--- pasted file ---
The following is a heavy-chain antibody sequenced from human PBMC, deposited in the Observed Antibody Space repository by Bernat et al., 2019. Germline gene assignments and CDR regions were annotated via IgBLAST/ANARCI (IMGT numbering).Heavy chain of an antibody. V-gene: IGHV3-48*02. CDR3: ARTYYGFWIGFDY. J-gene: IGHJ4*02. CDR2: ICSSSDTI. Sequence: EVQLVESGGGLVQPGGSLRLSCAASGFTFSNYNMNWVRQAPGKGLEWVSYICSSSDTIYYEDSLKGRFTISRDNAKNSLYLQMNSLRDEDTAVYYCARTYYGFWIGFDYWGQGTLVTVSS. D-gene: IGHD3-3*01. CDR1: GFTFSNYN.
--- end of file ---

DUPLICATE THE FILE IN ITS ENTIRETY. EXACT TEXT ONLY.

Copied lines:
The following is a heavy-chain antibody sequenced from human PBMC, deposited in the Observed Antibody Space repository by Bernat et al., 2019. Germline gene assignments and CDR regions were annotated via IgBLAST/ANARCI (IMGT numbering).Heavy chain of an antibody. V-gene: IGHV3-48*02. CDR3: ARTYYGFWIGFDY. J-gene: IGHJ4*02. CDR2: ICSSSDTI. Sequence: EVQLVESGGGLVQPGGSLRLSCAASGFTFSNYNMNWVRQAPGKGLEWVSYICSSSDTIYYEDSLKGRFTISRDNAKNSLYLQMNSLRDEDTAVYYCARTYYGFWIGFDYWGQGTLVTVSS. D-gene: IGHD3-3*01. CDR1: GFTFSNYN.